Kids count in growing Hispanic sector

By Caroline Scott-Thomas

- Last updated on GMT

Related tags: Hispanic and latino americans, Us

Children’s opinions are much more likely to be considered in food purchasing decisions amongst America’s growing Hispanic population, according to a new report from Packaged Facts.

With 46 million Hispanics in the US, spending power of nearly a trillion dollars, and population growing at an above average rate, Hispanics are said to have an increasingly powerful influence on the American consumer economy. The report predicts that Hispanics will account for 30 percent of the entire US population by 2030, so understanding cultural factors that differentiate Hispanics from non-Hispanics will become even more important, with children playing a particularly significant role.

Packaged Facts cited a Simmons National Consumer Survey which found that amongst Hispanics, 31 percent of men and 32 percent of women claim that their kids have a “significant impact on the brands they buy”​ compared to 18 percent of non-Hispanic men and 25 percent of non-Hispanic women.

In addition, a survey of 1,000 Hispanic adults found that they are more likely than non-Hispanics to find it difficult to say no to their children – at over 40 percent, compared to around a third for non-Hispanics.

In terms of advertising, it said: “Both men and women in the Latino community are much less likely to believe that advertising to kids is wrong. They also are much more likely to see a positive side to advertising as it relates to their children.”

Last month, a report from market researchers IRI named Hispanics as a group presenting “untapped opportunities” ​for food manufacturers, and this latest research highlights additional ways in which marketing could be targeted towards Hispanic shoppers.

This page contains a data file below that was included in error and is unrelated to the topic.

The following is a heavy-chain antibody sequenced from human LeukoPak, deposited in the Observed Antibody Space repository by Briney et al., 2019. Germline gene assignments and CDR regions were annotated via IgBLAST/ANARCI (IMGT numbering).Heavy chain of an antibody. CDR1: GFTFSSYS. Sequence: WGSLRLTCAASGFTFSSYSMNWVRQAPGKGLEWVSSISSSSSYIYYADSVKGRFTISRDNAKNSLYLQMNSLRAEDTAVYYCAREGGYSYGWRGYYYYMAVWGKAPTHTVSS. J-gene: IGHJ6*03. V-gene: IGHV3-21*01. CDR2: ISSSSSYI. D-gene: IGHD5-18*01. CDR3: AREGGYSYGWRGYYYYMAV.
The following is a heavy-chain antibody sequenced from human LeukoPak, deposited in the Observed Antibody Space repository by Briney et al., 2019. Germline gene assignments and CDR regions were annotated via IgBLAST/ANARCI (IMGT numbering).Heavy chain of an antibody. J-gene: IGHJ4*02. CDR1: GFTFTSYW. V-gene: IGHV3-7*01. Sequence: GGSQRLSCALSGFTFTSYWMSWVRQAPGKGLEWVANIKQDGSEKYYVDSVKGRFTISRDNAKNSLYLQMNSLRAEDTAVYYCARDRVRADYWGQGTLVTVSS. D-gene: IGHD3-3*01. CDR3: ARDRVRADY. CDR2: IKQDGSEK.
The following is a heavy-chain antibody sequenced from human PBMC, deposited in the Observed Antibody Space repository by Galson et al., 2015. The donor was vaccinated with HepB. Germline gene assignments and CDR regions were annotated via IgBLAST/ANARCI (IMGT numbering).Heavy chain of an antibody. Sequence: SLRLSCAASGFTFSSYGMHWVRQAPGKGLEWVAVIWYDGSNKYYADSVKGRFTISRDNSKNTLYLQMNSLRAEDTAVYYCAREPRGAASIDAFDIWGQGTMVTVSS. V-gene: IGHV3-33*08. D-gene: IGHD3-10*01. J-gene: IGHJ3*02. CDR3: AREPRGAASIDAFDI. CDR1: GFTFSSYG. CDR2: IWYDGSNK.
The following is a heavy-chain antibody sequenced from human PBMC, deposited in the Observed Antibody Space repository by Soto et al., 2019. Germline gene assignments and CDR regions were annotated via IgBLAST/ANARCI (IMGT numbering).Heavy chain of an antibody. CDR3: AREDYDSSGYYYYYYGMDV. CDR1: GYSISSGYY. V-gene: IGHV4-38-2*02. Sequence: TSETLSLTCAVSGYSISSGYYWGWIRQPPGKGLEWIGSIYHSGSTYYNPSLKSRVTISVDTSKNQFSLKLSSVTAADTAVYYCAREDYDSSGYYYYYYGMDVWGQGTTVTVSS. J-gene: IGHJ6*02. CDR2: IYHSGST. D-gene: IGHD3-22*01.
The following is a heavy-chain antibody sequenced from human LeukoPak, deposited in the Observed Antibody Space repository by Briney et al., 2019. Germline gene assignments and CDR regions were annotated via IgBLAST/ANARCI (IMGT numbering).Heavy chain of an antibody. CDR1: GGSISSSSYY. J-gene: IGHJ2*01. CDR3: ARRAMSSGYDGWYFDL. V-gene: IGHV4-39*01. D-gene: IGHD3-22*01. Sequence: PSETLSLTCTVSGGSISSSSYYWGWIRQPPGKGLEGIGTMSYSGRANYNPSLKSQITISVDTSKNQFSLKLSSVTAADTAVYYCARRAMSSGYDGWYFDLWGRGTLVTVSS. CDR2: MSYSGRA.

Natural and organic

Apart from children’s influence, the report also highlighted the preferences of older Hispanic people, who are leading the way on many cross-demographic trends, such as the current interest in organic and natural products.

“Hispanic men and women in the 45- to 54-year-old age group and Hispanic women in the 55- to 64-year-old age group are especially more likely to shop for organic and natural foods,”​ the report said.

Older Hispanics are also well-positioned to take an interest health and wellness, a trend named by Frost & Sullivan last week as one on which companies should focus in order to successfully navigate the economic crisis.


According to figures from the Centers for Disease Control and Prevention, Hispanics have obesity rates over ten percent higher than the US average.

This could go some way to explaining the report’s finding that older Hispanic men are “much more likely to be on a diet most of the time” ​than their non-Hispanic counterparts. Hispanic men over 44, it said, were also more likely to count calories and feel guilty about eating sweets.

The current Hispanic population accounts for roughly 15 percent of the total US population, according to the market analysts Nielsen. Nearly 27 million Latinos, or 60 percent of the Hispanic population, were born in the United States.

Related topics: Suppliers

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